The Internal Revenue Service said Thursday that it will delay a public hearing it planned to hold this summer before revising the controversial regulations it proposed last year to govern the political activities of tax-exempt groups.
The agency plans to postpone the hearing until after it reworks the proposed guidelines, which groups on both sides of the political spectrum have criticized. The agency received more than 150,000 comments before the first public-input phase ended in February.
“Given the diversity of views expressed and the volume of substantive input, we have concluded that it would be more efficient and useful to hold a public hearing after we publish the revised proposed regulation,” the IRS said.
The regulations proposed last year would prohibit tax-exempt groups from engaging in election-related activities, including voter-registration and get-out-the-vote drives.
Conservatives have argued that the draft guidelines are part of an Obama administration attempt to silence critics on the right, while liberals have said the plans simply go too far and need reworking.
Despite pressure from the right to scrap the rule-making plans, IRS Commissioner John Koskinen said last month that he would forge ahead. He also said the IRS and Treasury Department would likely rewrite the draft nonprofit guidelines and hold a hearing on the matter this summer.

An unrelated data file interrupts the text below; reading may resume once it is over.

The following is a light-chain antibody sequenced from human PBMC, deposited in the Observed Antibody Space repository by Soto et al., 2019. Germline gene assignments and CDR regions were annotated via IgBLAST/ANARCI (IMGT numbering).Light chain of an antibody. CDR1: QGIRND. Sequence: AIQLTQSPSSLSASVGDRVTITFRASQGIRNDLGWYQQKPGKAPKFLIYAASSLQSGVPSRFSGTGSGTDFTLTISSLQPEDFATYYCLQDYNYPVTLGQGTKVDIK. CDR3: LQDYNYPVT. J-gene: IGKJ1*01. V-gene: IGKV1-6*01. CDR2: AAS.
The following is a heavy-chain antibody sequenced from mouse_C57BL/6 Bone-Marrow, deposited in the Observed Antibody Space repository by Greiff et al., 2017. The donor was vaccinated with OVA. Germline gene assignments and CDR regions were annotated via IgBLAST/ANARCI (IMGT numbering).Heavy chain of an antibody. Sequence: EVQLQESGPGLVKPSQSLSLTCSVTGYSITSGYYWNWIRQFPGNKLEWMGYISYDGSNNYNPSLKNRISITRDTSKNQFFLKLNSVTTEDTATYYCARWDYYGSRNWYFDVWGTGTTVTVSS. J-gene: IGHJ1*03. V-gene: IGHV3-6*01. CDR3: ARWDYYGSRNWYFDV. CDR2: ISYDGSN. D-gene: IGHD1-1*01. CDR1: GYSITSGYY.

“My bottom line is that it’s in everyone’s interest to have clarification,” Koskinen said in a Washington Post interview. “My position since I started more than four months ago is that we ought to have clarity, and that any rule that comes out ought to be fair and easy to administer.”
The IRS developed the proposals after an inspector general’s report last year revealed the agency had targeted nonprofit advocacy groups for extra scrutiny based on their names and policy positions.
The agency has said its problematic screening activities started in part because of confusion over how much political activity is allowed for the organizations under current IRS regulations.
Follow Josh Hicks on Twitter, Facebook or Google+. Connect by e-mail at josh.hicks(at)washpost.com. Visit The Federal Eye, and The Fed Page for more federal news. Submit news tips and suggestions to email@example.com.